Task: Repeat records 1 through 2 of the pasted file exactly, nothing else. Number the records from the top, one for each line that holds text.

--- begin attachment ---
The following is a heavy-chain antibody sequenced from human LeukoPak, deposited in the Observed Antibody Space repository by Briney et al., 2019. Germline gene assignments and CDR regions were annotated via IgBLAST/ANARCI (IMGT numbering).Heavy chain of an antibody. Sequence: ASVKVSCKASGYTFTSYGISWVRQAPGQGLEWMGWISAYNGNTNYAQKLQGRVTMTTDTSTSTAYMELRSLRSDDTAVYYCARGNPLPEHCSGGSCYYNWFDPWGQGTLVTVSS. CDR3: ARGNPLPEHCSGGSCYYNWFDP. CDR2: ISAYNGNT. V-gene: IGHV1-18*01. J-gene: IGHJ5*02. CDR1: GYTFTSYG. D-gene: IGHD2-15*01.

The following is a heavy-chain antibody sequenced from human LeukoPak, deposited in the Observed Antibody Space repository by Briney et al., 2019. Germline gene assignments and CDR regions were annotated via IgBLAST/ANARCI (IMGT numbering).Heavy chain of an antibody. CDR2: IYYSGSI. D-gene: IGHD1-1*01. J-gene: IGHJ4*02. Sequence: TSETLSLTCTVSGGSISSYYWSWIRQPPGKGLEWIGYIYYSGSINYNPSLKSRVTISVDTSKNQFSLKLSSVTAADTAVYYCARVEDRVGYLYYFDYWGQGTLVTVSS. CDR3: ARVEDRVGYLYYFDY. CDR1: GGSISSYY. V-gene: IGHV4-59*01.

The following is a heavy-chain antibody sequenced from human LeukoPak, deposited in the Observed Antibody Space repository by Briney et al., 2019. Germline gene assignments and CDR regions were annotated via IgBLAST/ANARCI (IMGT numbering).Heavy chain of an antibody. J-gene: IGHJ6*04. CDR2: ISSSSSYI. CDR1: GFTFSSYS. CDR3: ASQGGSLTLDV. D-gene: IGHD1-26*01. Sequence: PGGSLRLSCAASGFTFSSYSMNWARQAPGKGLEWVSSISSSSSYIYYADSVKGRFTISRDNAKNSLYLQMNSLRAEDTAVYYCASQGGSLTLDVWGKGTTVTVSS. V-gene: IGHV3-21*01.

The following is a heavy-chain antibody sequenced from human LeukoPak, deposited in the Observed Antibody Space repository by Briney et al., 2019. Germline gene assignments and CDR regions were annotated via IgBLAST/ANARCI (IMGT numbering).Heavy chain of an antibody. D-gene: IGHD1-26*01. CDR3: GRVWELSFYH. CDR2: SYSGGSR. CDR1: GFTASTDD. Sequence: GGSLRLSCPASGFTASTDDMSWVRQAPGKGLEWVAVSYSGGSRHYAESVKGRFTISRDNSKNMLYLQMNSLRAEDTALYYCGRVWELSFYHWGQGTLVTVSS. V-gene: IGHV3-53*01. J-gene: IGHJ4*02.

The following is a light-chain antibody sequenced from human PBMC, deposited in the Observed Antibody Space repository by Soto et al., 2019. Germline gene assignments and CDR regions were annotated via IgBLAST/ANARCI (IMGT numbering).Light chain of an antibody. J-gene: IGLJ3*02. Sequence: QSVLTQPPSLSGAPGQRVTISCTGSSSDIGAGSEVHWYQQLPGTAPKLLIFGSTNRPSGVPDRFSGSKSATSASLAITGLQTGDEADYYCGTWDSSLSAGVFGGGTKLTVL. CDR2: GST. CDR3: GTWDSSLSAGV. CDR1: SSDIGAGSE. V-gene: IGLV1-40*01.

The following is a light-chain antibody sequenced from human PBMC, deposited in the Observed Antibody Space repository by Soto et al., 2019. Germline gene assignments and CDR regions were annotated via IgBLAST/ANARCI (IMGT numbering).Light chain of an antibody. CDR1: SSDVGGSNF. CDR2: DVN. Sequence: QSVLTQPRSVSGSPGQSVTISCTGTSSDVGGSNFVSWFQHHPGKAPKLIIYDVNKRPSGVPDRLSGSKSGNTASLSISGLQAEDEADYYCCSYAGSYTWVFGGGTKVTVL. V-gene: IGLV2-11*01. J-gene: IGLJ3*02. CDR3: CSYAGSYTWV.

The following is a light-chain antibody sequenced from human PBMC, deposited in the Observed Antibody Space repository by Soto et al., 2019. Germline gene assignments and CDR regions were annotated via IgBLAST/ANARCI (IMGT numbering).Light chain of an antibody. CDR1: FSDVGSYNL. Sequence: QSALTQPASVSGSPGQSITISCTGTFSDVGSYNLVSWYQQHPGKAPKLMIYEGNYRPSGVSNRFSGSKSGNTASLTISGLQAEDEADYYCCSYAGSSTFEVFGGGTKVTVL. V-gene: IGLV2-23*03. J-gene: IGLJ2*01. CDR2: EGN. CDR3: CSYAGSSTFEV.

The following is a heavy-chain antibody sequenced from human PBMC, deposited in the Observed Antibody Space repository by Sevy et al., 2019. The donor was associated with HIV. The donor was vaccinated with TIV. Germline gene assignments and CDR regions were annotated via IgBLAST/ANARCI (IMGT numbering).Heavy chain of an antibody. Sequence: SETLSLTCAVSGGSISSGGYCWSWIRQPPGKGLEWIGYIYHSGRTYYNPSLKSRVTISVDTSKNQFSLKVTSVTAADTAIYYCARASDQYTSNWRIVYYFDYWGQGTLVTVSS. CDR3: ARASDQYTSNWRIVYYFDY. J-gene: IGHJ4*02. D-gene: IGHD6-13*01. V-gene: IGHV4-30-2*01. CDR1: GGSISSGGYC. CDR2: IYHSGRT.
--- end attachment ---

The following is a heavy-chain antibody sequenced from human LeukoPak, deposited in the Observed Antibody Space repository by Briney et al., 2019. Germline gene assignments and CDR regions were annotated via IgBLAST/ANARCI (IMGT numbering).Heavy chain of an antibody. Sequence: ASVKVSCKASGYTFTSYGISWVRQAPGQGLEWMGWISAYNGNTNYAQKLQGRVTMTTDTSTSTAYMELRSLRSDDTAVYYCARGNPLPEHCSGGSCYYNWFDPWGQGTLVTVSS. CDR3: ARGNPLPEHCSGGSCYYNWFDP. CDR2: ISAYNGNT. V-gene: IGHV1-18*01. J-gene: IGHJ5*02. CDR1: GYTFTSYG. D-gene: IGHD2-15*01.

The following is a heavy-chain antibody sequenced from human LeukoPak, deposited in the Observed Antibody Space repository by Briney et al., 2019. Germline gene assignments and CDR regions were annotated via IgBLAST/ANARCI (IMGT numbering).Heavy chain of an antibody. CDR2: IYYSGSI. D-gene: IGHD1-1*01. J-gene: IGHJ4*02. Sequence: TSETLSLTCTVSGGSISSYYWSWIRQPPGKGLEWIGYIYYSGSINYNPSLKSRVTISVDTSKNQFSLKLSSVTAADTAVYYCARVEDRVGYLYYFDYWGQGTLVTVSS. CDR3: ARVEDRVGYLYYFDY. CDR1: GGSISSYY. V-gene: IGHV4-59*01.